Things Fall Apart Questions and Answers
by Chinua Achebe

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In what ways did Okonkwo's reaction to the white missionaries and their influence on the Ibo contribute to the theme of cultural adaptation in Things Fall Apart?

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Okonkwo represents a certain way of life amongst the Ibo of Umuofia, and the rise and fall of his fortunes throughout the novel corresponds to the fitness of this way of life in varying situations. Okonkwo's values are ultraconservative: he adheres strictly to tradition and abhors deviation from it. They are also hyper-masculine: Okonkwo prioritizes strength and status over everything else, and he works hard to ensure that he has both physical strength and social clout. In the first third of the novel, before the missionaries arrive, Okonkwo's values serve him well and make him one of the leading men of Umuofia. However, the arrival of the missionaries tests these values and exposes their weaknesses.

When the missionaries come, there are three schools of thought among the villagers: those who want to join them, those who oppose them, and those who feel that compromise is possible. The same is true of the missionaries themselves: Mr. Brown believes in a kind of conversion-through-compromise and is sensitive to the existing culture of the Ibo, while Reverend Smith takes a much harder line and ultimately requires the colonial government to back him up.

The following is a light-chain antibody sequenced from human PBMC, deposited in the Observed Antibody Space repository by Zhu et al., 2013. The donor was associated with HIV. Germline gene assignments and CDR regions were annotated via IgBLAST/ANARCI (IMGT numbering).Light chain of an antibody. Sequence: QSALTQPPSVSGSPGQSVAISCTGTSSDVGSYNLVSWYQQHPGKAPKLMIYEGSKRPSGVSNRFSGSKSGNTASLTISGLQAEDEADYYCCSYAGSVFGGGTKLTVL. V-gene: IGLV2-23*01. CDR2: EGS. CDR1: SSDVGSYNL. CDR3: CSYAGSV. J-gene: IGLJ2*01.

Okonkwo is of the school of thought that opposing the missionaries is the only choice. There is no room for compromise, and any suggestion of compromise is in fact a betrayal of all that the Ibo stand for. Reverend Smith agrees that there is no room for compromise, and the villagers are caught between these two unyielding forces. As time goes on, then, Okonkwo's refusal to yield at all leads to the loss of everything he has worked for in his lifeā€”his refusal to allow any cooperation between the cultures or allow some level of cultural adaptation leads him to kill himself, something that is considered taboo in his culture. The arrival of the missionaries epitomizes an unstoppable force meeting an immovable object: Okonkwo does not feel that cultural adaptation is what they are aiming for: he thinks that they intend to carry out cultural eradication. In the end, however, his death symbolizes the death of hope for the kind of ultraconservative Ibo culture Okonkwo was attempting to protect. The future will be compromise and, ultimately, conversion.

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